Take one highly decorated police detective with a stellar 25-year career with the Baltimore Police Department. Add in his supervisory experience.
Throw in a second 10-year investigative career in the insurance industry. For good measure, include his Employee of the Month awards.
What does all that equate to? Termination and an immediate escort from the premises.
Two years ago, Lawrence Mieras, Jr. received $500,000 from a deceased client, Addie Belle Jones. Two of her variable annuities paid him directly and outside of the estate process. Ms. Jones had made the bequest to Mr. Mieras in her will in 2014, and just a few months before she died, she signed documents allowing him to receive the money without going through probate.
In May of 2016, Mr. Mieras visited Ms. Jones in Maryland. He said that it was at that point that he learned that she had named him a beneficiary to one-quarter of her estate, identifying him as a friend, not a financial adviser.
Records indicate that during this meeting, Mr. Mieras advised her to move the annuities into an account that, upon her death, would direct their payments to her beneficiaries from the insurance companies and avoid probate court.
He brought the necessary forms with him for Ms. Jones to sign, documents show.
In the federal lawsuit filed by lawyers for Ms. Jones’s estate, it is contended that she didn’t understand the transfer documents she signed.
In a 2018 affidavit submitted to federal court by her doctor concluded: “It is highly doubtful on May 4, 2016, that Addie Belle Jones was competent to understand what Mr. Mieras was explaining or reading to her or asking her to sign.”
The affidavit states that even though he claimed that he just learned during that meeting about his eventual inheritance, he brought all the required documentation to be able to circumvent the estate with his.
According to the code of ethics for American Portfolios, a company that provides regulatory for independent brokers and financial advisers, requires the reporting of potential bequests over $100 and to receive prior approval for them. Arbitration records show that Mr. Mieras did not follow the proper protocols.
His supervisors say he did not learn of this bequest until after Ms. Jones death. Arbitration transcripts reveal Mieras as saying he maintained her account after becoming her beneficiary because “there wasn’t anyone that would be able to handle her investments the way that I did.”
The Financial Industry Regulatory Authority (FINRA) convened an arbitration panel to hear a complaint filed on behalf of Ms. Jones’s estate. The panel criticized Mr. Mieras for his conduct and for his failure to notify his firm of the bequest. They concluded that his actions were “not consistent with just and equitable principles of trade,” which is in direct opposition of the statements made by Mieras’s attorney.
“Everything that Mr. Mieras did on May 4th was exactly what Ms. Jones wanted and was in accordance with her Will. It was also in accordance with best practices in the securities and insurance industries,” Mitchell Cobert said.
It was also determined that American Portfolios was not qualified under state rules to conduct business in the state of Maryland for three and a half years before and after MS. Jones’s death.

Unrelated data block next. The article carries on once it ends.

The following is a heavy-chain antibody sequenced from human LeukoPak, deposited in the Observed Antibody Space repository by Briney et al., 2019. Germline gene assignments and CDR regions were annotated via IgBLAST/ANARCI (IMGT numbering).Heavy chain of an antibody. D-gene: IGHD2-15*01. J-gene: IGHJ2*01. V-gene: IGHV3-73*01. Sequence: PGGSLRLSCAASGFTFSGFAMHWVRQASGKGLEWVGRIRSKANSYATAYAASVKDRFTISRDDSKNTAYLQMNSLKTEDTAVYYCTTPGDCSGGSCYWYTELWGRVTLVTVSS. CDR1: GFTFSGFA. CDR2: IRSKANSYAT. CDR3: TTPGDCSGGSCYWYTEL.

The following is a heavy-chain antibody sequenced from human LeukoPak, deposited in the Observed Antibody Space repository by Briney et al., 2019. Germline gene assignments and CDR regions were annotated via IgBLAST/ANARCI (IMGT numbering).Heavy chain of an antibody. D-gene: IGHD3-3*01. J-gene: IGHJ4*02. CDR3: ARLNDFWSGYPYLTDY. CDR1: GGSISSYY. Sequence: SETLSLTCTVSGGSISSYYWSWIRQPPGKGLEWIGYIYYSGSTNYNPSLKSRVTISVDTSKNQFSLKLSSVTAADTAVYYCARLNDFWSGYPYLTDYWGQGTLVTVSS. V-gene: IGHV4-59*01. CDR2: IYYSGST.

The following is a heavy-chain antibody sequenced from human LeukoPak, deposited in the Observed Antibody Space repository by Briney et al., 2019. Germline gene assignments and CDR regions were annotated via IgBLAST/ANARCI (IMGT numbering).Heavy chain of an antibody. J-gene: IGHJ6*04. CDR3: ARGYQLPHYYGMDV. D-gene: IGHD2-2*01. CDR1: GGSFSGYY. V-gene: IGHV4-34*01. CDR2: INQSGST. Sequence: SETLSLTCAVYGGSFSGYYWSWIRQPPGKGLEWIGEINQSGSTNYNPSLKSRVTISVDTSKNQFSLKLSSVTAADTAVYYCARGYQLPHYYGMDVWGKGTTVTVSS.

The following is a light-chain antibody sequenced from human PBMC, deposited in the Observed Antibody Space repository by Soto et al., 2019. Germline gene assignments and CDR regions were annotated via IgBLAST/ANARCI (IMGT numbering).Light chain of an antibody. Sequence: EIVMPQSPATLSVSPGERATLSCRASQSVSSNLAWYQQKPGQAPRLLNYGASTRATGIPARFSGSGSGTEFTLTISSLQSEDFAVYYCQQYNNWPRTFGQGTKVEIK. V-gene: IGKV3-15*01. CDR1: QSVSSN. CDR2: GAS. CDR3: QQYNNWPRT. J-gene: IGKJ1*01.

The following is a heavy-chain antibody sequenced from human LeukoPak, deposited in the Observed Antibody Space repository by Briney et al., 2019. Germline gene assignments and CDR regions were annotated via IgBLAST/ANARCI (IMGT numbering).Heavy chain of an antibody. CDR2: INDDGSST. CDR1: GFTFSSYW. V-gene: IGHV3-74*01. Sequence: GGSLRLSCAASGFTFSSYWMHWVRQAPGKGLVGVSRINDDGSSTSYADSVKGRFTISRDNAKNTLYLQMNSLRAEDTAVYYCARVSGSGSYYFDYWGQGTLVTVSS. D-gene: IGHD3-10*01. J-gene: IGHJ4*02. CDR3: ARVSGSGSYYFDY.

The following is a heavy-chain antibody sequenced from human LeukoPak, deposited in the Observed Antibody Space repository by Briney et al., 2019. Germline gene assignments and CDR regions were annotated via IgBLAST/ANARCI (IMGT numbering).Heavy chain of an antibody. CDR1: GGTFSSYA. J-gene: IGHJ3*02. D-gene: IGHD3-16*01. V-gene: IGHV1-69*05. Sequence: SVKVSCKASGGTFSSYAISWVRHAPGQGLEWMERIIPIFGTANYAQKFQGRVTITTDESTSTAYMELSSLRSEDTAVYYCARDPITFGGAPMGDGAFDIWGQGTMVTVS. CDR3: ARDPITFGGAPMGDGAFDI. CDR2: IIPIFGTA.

After months of inquiry, Maryland Insurance Administration official Michael J. Stefanowitz concluded that Mr. Mieras violated state insurance laws and “engaged in unethical behavior.” Mr. Stefanowitz recommended the administration fine Mr. Mieras, now 72-years-old, and revoke his insurance license in the state.
Instead, after making these recommendations, and just days after receiving a favorable employee review, he was fired.
Mr. Stefanowitz said an insurance-administration official told him he was being fired because the enforcement unit was “going in a different direction.” After 10 years of commendable service, Stefanowitz received no severance and got a security escort from the office immediately after he was terminated.
The Administration overruled Stefanowitz. In a letter to lawyers from Ms. Jones’s estate, they stated that no violations occurred, and the investigation was closed.
Despite her doctor’s testimony of regarding her state of mind, the lack of reporting by Mieras, and other evidence to the contrary, compiled by an investigator with 35 years’ experience, 10 years with the Administration, and multiple awards and positive evaluations, evidence which coincided with the findings of the FINRA advisory panel, they deemed that no violations occurred.
Alfred W. Redmer, Jr., the Maryland Insurance Administration Commissioner, who declined to discuss specifics said:
“The decisions regarding producers are made by the career, subject matter experts that we have in our agency. The bar is, did a producer violate the law or regulation. There are some actions that a producer will take that we may personally view as inappropriate, but if it doesn’t violate the law there is no action we can take.”
Emails between Stefanowitz and two of his superiors indicate that the decisions were made because of how a high-ranking official and Mr. Redmer felt about the case.
As to his firing, the Administration would not comment.
“Like every other state agency in every other state, we never, ever comment on personnel decisions,” they said.
Mieras was not required to forfeit any of they $500,000 he received. There were no fines or license revocations.
But somehow, after 35-years of investigative expertise, an impeccable record, employee of the month awards and glowing reviews, Mr. Stefanowitz was fired for doing exactly what he had been hired to do.